Acts 2: Restoring Babel
Have you ever thought about how important words are? We cannot even form concrete thoughts without some linguistic structure working itself out in our mind. Words are important for many obvious reasons in our world. (I mean how else would we create memes?!) Words bring definition and clarity into our lives. They allow us to communicate simple and complex thoughts and feelings. Words have the power to bring people together or push people apart.
Words are a crucial part of our world, but words are even more important to God. God is the author and creator of languages, speech, syntax, stanzas, poetry, prose, and discourse. Look at the very beginning of the Bible:
In the beginning God created the heavens and the earth. Now the earth was formless and empty, darkness was over the surface of the deep, and the Spirit of God was hovering over the waters. And God said, “Let there be light,” and there was light.
Before anything there was only God. And we see the very first action that God does is create by speaking his words into the void. He spoke and it was. And he continues through the rest of the creation account to speak creation into existence. Words are important to God. It’s how he gave his perfect Law, and it’s through the Eternal Word becoming flesh that we find salvation.
In the beginning was the Word, and the Word was with God, and the Word was God. He was with God in the beginning. Through him all things were made; without him nothing was made that has been made… The Word became flesh and made his dwelling among us. We have seen his glory, the glory of the one and only Son, who came from the Father, full of grace and truth.
Not only by his word did God create all things, but he also sent his Word – the Son – to reconcile us back to the Father, speaking salvation into the world.
Last time, we skipped over some really important things that happened in chapter two of Acts. At the beginning we saw Jesus leave his disciples for the final time at the Ascension. There he told them to wait for the Holy Spirit which would come and indwell them, giving the Apostles power to fulfill the Great Commission – to spread the Gospel to Jerusalem, Judea, Samaria, and ultimately to the ends of the earth. Now in chapter two we see the Spirit moving from just residing on a single person but being poured out in its fullness to many.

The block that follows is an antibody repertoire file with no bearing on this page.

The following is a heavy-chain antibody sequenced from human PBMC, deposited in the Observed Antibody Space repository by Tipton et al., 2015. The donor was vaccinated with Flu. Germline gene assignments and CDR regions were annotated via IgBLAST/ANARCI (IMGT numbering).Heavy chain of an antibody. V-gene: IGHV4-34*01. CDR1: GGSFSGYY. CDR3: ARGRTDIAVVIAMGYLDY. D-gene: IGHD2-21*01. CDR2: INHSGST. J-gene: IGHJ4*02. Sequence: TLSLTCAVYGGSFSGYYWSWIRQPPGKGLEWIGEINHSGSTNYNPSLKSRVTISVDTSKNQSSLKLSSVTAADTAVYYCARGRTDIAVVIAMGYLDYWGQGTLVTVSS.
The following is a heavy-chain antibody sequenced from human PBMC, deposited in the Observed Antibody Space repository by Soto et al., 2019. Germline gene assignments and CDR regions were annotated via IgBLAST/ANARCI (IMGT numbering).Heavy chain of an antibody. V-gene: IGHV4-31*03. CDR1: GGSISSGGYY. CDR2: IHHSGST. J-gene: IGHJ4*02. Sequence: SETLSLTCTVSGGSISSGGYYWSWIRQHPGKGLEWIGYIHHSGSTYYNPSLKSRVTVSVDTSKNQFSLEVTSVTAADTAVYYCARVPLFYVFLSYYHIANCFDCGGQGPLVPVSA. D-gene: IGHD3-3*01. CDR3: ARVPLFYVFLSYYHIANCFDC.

When the day of Pentecost came, [the Apostles] were all together in one place. Suddenly a sound like the blowing of a violent wind came from heaven and filled the whole house where they were sitting. They saw what seemed to be tongues of fire that separated and came to rest on each of them. All of them were filled with the Holy Spirit and began to speak in tongues as the Spirit enabled them.
Now there were staying Jerusalem God-fearing Jews from every nation under heaven. When they heard this sound, a crowd came together in bewilderment, because each one heard their own language being spoken.
What is happening here? When reading unclear or difficult passages like these we need to ask two questions: How is God revealed? And why is he revealing himself in this way? To answer these questions, we need to look back at the history of God’s people, specifically the Tower of Babel.
In Genesis 11, we see that mankind has fallen, and fallen hard. So much so that “the Lord regretted that he made human beings on the earth, and his heart was deeply troubled.” So God raises up Noah and brings the flood, but only a few generations after the flood the pride of man still prevails.
Now the whole world had one language and common speech…Then they said, “Come, let us build ourselves a city, with a tower that reaches to the heavens, so that we may make a name for ourselves; otherwise we will be scattered over the whole earth.”
So the people rise up and decide to create a tower together to establish their own power, so quickly forgetting the God who has the power to bring a world-wide flood. So the Lord, seeing the evil plans of man, intervenes again.
But the Lord came down to see the city and the tower the people were building. The Lord said, “If as one people speaking the same language they have begun to do this, then nothing they plan to do will be impossible for them. Come, let us go down and confuse their language so they will not understand each other.”